Editions of Newton’s Scientific Papers
Historians are now more confident than was Sampson about their ability to extricate themselves from the baroque maze of Newton’s intellectual pursuits. However, producing an edition of Newton’s entire oeuvre was another matter and following the failure of proposals such as those by Sampson and Dreyer, it was clear that it would be a major undertaking merely to produce modern scholarly editions of Newton’s printed scientific works. With this in mind, the Royal Society formed a ‘Newton Letters Committee’ in 1938 under the chairmanship of Sir Charles Sherrington to discuss the more limited project of publishing Newton’s correspondence. The collation of letters continued during the Second World War and after Sherrington’s death a new committee headed by E.N. da C. Andrade was formed in 1947 to produce a definitive edition of his correspondence. With able assistance from H.W. Robinson, J.F. Scott and others, H.W. Turnbull became the initial chief editor of this project (he was succeeded after his death by A.R. Hall), and the 7 volume set was published between 1959 and 1977. In his introduction to the first volume of the Newton Correspondence, Andrade estimated that the entire archive comprised about 3.6 million words, or about 25 volumes of the sort making up the Newton Correspondence. With microfilms of the bulk of Newton’s papers now available to act as a guide, the exact figure is almost certainly higher, in the region of 6.5 to 7 million words.
Interest in the extraordinary impact of Newton’s scientific work expanded dramatically in the second half of the twentieth century, and the analysis of his private and published writings has formed a central part of the burgeoning discipline of history of science. The majority of his most significant scientific texts have been edited in the last few decades, and hundreds of articles have been composed about Newton’s optics, physics and mathematics, forming part of what has been called the Newton ‘industry’. Rupert and Marie Boas Hall published an important selection from the Portsmouth collection in Unpublished Scientific Papers of Isaac Newton, (Cambridge, 1962), and three years later John Herivel published the most significant of Newton’s researches into mechanics in The Background to Newton’s ‘Principia’, (Oxford, 1965). I. Bernard Cohen’s Introduction to Newton’s ‘Principia’, (Cambridge 1971) is an indispensable guide to the creation and reception of Newton’s masterwork, while Cohen and Anne Whitman have recently completed a new translation of the Principia (Berkeley, Los Angeles and London, 1999). Cohen also edited a collection of Newton’s published papers and letters on natural philosophy, the second edition of which appeared from Harvard University Press in 1978. The most monumental edition of any portion of Newton’s work to date is Tom Whiteside’s The Mathematical Papers of Isaac Newton, 8 vols, (Cambridge, 1967-81), while Alan Shapiro is editing Newton’s optical papers, of which the first volume (of three) was published by Cambridge University Press in 1984.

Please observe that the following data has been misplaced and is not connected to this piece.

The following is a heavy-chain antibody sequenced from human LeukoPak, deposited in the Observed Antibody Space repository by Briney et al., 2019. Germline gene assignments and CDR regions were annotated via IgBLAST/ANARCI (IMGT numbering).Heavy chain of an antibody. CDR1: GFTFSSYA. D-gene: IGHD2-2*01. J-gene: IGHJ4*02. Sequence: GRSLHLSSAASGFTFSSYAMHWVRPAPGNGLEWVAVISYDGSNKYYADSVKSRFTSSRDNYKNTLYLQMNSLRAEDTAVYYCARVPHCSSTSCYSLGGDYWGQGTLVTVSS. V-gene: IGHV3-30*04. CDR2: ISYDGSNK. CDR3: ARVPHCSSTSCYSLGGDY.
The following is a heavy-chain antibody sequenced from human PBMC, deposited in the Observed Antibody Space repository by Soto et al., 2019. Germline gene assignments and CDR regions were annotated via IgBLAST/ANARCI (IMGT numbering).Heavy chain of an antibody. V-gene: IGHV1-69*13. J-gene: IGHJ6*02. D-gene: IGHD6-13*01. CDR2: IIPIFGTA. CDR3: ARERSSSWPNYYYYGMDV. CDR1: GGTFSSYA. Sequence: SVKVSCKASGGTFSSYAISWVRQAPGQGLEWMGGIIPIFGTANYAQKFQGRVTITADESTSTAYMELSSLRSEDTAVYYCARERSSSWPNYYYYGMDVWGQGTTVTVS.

We have now begun placing Newton’s scientific papers on-line, although we are at a very early stage of the operation and it will be years before we can offer anything approaching a complete overview. In the meantime those interested can consult the following:
H.W. Turnbull et al., eds, The Correspondence of Isaac Newton 7 vols (Cambridge, 1959-77)
A.R. Hall and M.B. Hall, eds, Unpublished Scientific Papers of Isaac Newton (Cambridge, 1962)
I.B. Cohen and R.S. Schofield, eds, Isaac Newton’s Letters and Papers on Natural Philosophy (Cambridge, Mass., 1970)
J.E. McGuire, Certain Philosophical Questions : Newton’s Trinity Notebook (Cambridge, 1983)
A. Shapiro, ed., The Optical Papers of Isaac Newton. vol. 1: The Optical Lectures (1670-72) 3 vols (Cambridge, 1984- )
R.S. Westfall, Never at Rest: A Biography of Isaac Newton (Cambridge, 1980)
D.T. Whiteside, ed., The Mathematical Papers of Isaac Newton 8 vols (Cambridge, 1967-81)